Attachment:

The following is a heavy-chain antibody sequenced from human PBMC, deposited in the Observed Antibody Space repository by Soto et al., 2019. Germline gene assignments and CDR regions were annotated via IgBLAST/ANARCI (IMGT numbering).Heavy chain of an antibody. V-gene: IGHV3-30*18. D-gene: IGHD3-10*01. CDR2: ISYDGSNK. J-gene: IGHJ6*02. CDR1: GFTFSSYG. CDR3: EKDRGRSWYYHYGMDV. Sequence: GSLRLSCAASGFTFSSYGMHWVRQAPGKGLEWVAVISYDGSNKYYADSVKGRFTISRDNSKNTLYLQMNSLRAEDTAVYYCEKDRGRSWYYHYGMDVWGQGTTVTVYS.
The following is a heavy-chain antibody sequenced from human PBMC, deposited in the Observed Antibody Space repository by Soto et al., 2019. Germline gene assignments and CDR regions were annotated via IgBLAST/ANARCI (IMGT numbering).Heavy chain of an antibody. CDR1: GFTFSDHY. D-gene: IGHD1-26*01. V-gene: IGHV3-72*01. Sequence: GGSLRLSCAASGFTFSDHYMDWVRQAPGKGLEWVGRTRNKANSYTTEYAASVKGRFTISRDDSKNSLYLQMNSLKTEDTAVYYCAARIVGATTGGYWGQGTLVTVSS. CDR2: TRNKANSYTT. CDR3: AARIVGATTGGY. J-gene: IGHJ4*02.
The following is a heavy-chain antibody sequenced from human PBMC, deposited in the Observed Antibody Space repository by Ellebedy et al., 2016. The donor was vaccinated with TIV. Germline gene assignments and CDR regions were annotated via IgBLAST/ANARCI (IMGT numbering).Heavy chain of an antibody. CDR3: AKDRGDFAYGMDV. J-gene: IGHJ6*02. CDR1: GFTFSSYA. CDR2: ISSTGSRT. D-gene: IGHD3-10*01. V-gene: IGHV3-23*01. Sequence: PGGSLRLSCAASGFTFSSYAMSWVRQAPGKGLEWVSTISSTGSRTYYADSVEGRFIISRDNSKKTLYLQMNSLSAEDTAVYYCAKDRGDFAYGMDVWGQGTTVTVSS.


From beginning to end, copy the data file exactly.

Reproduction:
The following is a heavy-chain antibody sequenced from human PBMC, deposited in the Observed Antibody Space repository by Soto et al., 2019. Germline gene assignments and CDR regions were annotated via IgBLAST/ANARCI (IMGT numbering).Heavy chain of an antibody. V-gene: IGHV3-30*18. D-gene: IGHD3-10*01. CDR2: ISYDGSNK. J-gene: IGHJ6*02. CDR1: GFTFSSYG. CDR3: EKDRGRSWYYHYGMDV. Sequence: GSLRLSCAASGFTFSSYGMHWVRQAPGKGLEWVAVISYDGSNKYYADSVKGRFTISRDNSKNTLYLQMNSLRAEDTAVYYCEKDRGRSWYYHYGMDVWGQGTTVTVYS.
The following is a heavy-chain antibody sequenced from human PBMC, deposited in the Observed Antibody Space repository by Soto et al., 2019. Germline gene assignments and CDR regions were annotated via IgBLAST/ANARCI (IMGT numbering).Heavy chain of an antibody. CDR1: GFTFSDHY. D-gene: IGHD1-26*01. V-gene: IGHV3-72*01. Sequence: GGSLRLSCAASGFTFSDHYMDWVRQAPGKGLEWVGRTRNKANSYTTEYAASVKGRFTISRDDSKNSLYLQMNSLKTEDTAVYYCAARIVGATTGGYWGQGTLVTVSS. CDR2: TRNKANSYTT. CDR3: AARIVGATTGGY. J-gene: IGHJ4*02.
The following is a heavy-chain antibody sequenced from human PBMC, deposited in the Observed Antibody Space repository by Ellebedy et al., 2016. The donor was vaccinated with TIV. Germline gene assignments and CDR regions were annotated via IgBLAST/ANARCI (IMGT numbering).Heavy chain of an antibody. CDR3: AKDRGDFAYGMDV. J-gene: IGHJ6*02. CDR1: GFTFSSYA. CDR2: ISSTGSRT. D-gene: IGHD3-10*01. V-gene: IGHV3-23*01. Sequence: PGGSLRLSCAASGFTFSSYAMSWVRQAPGKGLEWVSTISSTGSRTYYADSVEGRFIISRDNSKKTLYLQMNSLSAEDTAVYYCAKDRGDFAYGMDVWGQGTTVTVSS.